Close X

How to Buy

A New York City Apartment

It's easy and not necessarily foolish to be seduced by the obvious charms of a brand new condo--falling for sleek, modern architecture, floor to ceiling windows that make the most of light and views, and building amenities perfectly attuned to the needs of modern-day living versus, say, the needs of New Yorkers in 1926.

Just don't confuse new with perfect.  Construction defects ranging from minor to serious are not uncommon. They can cramp your quality of life for years and even interfere with your ability to sell until the issues are fixed.

The most frequent problems involve exterior leaks, windows that don’t work, defective wood floors, inferior substitutions of materials and appliances, missing fire proofing, heating and cooling system problems, and bad ventilation.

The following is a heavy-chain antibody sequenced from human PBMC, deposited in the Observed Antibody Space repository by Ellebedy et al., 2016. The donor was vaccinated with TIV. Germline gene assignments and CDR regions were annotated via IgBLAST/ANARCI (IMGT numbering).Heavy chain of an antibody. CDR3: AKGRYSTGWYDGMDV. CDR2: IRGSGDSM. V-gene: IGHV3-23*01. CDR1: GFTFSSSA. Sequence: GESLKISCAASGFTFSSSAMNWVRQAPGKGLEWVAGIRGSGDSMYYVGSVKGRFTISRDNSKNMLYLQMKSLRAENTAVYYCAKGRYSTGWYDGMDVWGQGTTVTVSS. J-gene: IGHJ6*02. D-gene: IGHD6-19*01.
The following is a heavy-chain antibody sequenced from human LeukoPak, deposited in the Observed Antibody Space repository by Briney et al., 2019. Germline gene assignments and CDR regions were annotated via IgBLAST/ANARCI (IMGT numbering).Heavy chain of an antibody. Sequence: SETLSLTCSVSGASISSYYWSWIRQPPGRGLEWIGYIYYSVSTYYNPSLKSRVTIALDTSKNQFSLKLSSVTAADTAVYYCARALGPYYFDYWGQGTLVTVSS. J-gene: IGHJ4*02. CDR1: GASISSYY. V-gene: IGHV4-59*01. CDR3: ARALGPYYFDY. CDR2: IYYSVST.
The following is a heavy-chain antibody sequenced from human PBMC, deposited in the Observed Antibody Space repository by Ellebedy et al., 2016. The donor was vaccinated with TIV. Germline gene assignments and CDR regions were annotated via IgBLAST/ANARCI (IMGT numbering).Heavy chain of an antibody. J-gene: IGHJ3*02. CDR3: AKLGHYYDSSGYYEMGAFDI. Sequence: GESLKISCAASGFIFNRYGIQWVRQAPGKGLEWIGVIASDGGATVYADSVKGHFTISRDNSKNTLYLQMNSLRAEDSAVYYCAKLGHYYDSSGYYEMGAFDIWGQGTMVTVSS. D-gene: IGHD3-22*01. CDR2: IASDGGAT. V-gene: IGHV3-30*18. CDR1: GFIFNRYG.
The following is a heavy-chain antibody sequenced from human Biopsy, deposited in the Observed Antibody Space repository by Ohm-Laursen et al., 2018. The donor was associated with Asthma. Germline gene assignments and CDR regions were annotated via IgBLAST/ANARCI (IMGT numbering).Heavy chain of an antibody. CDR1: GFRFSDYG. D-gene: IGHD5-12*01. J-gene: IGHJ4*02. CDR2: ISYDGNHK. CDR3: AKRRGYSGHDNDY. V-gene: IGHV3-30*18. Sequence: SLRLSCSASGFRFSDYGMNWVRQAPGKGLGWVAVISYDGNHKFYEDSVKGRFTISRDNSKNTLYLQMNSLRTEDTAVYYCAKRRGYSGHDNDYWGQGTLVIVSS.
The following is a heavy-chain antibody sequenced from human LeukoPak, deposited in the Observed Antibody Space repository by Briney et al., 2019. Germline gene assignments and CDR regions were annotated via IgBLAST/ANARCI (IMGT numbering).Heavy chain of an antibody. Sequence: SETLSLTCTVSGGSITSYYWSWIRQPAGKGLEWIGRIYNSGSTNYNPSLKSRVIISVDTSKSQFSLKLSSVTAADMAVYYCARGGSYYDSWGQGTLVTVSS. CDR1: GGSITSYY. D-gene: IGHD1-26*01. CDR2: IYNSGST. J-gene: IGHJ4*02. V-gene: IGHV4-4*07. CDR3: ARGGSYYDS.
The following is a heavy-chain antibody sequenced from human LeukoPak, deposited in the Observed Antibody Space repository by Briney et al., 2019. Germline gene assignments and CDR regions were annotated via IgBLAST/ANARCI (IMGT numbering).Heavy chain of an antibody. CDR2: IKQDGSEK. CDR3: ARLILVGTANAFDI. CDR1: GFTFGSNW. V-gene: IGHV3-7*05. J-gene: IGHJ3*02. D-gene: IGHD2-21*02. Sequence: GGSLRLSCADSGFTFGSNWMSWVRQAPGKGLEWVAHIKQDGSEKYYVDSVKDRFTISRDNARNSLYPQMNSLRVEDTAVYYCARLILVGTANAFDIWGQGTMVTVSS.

Complications ensue if the developer (also referred to as a 'sponsor') either doesn’t want to fix a project he doesn’t stand to make any more money on, or can’t afford to.  Worst case translation: Two to three years of lawsuits, five- or even six-figure assessments, mild-to-severe inconvenience, and repair work that could wind up costing each owner tens of thousands of dollars.

In light of the uncertainties surrounding the quality of brand-new construction, some buyers these days are opting for “slightly used” condos—apartments in two-to-three-year old buildings that have already had their tires kicked.